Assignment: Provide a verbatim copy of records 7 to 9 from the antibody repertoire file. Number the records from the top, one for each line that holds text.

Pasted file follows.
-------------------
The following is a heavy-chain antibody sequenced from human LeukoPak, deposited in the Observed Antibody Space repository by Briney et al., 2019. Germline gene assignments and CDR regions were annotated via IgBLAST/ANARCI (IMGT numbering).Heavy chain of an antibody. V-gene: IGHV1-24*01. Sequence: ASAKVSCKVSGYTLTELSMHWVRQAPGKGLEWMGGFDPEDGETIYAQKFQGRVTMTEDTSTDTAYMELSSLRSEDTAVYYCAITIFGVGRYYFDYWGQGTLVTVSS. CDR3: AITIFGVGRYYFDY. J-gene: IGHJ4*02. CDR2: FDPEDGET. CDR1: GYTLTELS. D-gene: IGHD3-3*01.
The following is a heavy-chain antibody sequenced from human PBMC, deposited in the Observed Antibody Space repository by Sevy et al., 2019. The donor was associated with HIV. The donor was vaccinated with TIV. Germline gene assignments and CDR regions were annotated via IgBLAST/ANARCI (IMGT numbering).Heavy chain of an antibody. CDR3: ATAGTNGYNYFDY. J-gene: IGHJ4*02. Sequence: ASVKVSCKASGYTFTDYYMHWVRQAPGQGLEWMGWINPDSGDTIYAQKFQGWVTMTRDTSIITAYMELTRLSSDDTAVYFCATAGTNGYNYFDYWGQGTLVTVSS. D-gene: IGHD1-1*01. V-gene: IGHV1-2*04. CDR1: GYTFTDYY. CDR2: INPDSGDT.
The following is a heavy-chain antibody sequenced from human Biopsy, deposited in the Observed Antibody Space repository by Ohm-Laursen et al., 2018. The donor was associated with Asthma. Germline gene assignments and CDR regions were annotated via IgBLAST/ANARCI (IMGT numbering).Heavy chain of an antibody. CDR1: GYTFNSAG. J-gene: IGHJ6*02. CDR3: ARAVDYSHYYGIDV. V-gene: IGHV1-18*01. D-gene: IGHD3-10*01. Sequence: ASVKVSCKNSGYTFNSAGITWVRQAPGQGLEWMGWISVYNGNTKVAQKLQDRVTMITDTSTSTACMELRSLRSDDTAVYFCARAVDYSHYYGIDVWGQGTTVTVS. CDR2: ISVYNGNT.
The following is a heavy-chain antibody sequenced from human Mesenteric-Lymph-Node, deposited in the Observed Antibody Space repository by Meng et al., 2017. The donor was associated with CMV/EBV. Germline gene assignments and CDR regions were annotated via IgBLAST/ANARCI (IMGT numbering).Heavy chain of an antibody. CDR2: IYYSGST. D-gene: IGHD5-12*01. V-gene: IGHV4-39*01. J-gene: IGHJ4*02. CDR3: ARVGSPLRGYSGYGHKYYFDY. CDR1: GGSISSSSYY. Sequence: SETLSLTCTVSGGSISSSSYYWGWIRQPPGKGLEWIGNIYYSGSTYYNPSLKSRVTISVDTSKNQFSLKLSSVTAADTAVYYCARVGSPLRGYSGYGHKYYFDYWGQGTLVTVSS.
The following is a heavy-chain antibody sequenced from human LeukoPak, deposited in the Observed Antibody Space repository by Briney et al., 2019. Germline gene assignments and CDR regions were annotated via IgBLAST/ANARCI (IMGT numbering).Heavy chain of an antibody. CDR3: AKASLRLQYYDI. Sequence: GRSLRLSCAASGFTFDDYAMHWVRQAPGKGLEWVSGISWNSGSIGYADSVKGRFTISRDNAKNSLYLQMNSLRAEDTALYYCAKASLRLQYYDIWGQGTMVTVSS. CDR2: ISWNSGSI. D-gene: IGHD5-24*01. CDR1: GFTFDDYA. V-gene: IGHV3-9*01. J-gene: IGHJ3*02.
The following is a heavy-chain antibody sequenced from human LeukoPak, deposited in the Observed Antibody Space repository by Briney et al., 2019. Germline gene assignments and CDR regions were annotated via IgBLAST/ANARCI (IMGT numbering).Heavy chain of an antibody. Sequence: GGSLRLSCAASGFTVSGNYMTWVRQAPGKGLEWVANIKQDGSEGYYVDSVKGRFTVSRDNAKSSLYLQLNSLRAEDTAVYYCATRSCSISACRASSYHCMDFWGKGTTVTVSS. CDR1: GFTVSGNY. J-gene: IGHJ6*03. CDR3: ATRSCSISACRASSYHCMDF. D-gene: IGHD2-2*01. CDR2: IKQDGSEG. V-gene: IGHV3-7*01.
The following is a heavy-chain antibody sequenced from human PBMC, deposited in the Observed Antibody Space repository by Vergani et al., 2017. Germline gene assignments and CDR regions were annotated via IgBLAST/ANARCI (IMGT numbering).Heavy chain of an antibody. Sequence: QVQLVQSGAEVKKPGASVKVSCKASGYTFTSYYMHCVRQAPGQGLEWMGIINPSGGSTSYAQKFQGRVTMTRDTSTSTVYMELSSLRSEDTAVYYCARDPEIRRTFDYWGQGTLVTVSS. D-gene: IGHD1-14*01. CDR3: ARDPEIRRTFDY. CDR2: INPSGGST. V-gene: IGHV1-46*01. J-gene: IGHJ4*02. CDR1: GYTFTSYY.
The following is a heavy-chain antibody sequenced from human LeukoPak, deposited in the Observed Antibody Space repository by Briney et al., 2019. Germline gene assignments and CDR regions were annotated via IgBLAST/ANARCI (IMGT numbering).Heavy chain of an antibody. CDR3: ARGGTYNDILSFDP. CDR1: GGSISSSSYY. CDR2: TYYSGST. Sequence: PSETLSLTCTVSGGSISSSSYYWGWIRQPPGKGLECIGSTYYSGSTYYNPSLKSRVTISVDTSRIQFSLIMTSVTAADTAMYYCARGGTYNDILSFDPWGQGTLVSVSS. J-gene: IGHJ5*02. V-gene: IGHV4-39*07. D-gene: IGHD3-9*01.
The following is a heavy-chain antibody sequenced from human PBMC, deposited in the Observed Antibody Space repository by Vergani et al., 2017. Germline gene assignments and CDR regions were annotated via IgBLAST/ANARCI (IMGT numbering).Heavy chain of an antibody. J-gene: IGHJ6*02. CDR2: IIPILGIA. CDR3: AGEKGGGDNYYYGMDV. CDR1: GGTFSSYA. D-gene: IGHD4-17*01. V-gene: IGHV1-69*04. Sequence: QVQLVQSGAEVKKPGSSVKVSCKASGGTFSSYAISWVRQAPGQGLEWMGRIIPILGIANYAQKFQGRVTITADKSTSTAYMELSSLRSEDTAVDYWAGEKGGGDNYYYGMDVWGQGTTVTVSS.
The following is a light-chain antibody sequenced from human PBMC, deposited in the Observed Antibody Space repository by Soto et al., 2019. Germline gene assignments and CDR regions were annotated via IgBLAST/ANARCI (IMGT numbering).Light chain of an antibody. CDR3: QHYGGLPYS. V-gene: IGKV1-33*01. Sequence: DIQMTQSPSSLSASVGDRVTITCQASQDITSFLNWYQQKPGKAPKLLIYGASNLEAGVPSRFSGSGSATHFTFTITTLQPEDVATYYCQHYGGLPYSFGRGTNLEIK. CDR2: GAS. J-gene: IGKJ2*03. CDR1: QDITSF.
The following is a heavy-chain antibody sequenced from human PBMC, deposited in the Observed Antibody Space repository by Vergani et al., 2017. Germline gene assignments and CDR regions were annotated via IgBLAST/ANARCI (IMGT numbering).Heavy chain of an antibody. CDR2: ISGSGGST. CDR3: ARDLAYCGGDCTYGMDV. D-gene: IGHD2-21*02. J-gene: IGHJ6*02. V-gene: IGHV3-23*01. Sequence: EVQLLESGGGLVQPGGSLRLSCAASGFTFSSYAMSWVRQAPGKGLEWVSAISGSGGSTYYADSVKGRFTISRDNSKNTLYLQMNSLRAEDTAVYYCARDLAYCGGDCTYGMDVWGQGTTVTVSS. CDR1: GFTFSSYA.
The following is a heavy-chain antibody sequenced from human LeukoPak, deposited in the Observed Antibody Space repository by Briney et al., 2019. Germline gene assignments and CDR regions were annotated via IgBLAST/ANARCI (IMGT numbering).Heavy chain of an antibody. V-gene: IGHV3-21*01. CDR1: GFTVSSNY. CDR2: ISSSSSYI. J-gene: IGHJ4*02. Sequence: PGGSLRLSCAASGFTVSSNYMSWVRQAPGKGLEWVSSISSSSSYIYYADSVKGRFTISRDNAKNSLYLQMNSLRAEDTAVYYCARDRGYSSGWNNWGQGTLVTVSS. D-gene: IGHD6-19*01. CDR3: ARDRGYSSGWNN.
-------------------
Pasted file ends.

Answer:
The following is a heavy-chain antibody sequenced from human PBMC, deposited in the Observed Antibody Space repository by Vergani et al., 2017. Germline gene assignments and CDR regions were annotated via IgBLAST/ANARCI (IMGT numbering).Heavy chain of an antibody. Sequence: QVQLVQSGAEVKKPGASVKVSCKASGYTFTSYYMHCVRQAPGQGLEWMGIINPSGGSTSYAQKFQGRVTMTRDTSTSTVYMELSSLRSEDTAVYYCARDPEIRRTFDYWGQGTLVTVSS. D-gene: IGHD1-14*01. CDR3: ARDPEIRRTFDY. CDR2: INPSGGST. V-gene: IGHV1-46*01. J-gene: IGHJ4*02. CDR1: GYTFTSYY.
The following is a heavy-chain antibody sequenced from human LeukoPak, deposited in the Observed Antibody Space repository by Briney et al., 2019. Germline gene assignments and CDR regions were annotated via IgBLAST/ANARCI (IMGT numbering).Heavy chain of an antibody. CDR3: ARGGTYNDILSFDP. CDR1: GGSISSSSYY. CDR2: TYYSGST. Sequence: PSETLSLTCTVSGGSISSSSYYWGWIRQPPGKGLECIGSTYYSGSTYYNPSLKSRVTISVDTSRIQFSLIMTSVTAADTAMYYCARGGTYNDILSFDPWGQGTLVSVSS. J-gene: IGHJ5*02. V-gene: IGHV4-39*07. D-gene: IGHD3-9*01.
The following is a heavy-chain antibody sequenced from human PBMC, deposited in the Observed Antibody Space repository by Vergani et al., 2017. Germline gene assignments and CDR regions were annotated via IgBLAST/ANARCI (IMGT numbering).Heavy chain of an antibody. J-gene: IGHJ6*02. CDR2: IIPILGIA. CDR3: AGEKGGGDNYYYGMDV. CDR1: GGTFSSYA. D-gene: IGHD4-17*01. V-gene: IGHV1-69*04. Sequence: QVQLVQSGAEVKKPGSSVKVSCKASGGTFSSYAISWVRQAPGQGLEWMGRIIPILGIANYAQKFQGRVTITADKSTSTAYMELSSLRSEDTAVDYWAGEKGGGDNYYYGMDVWGQGTTVTVSS.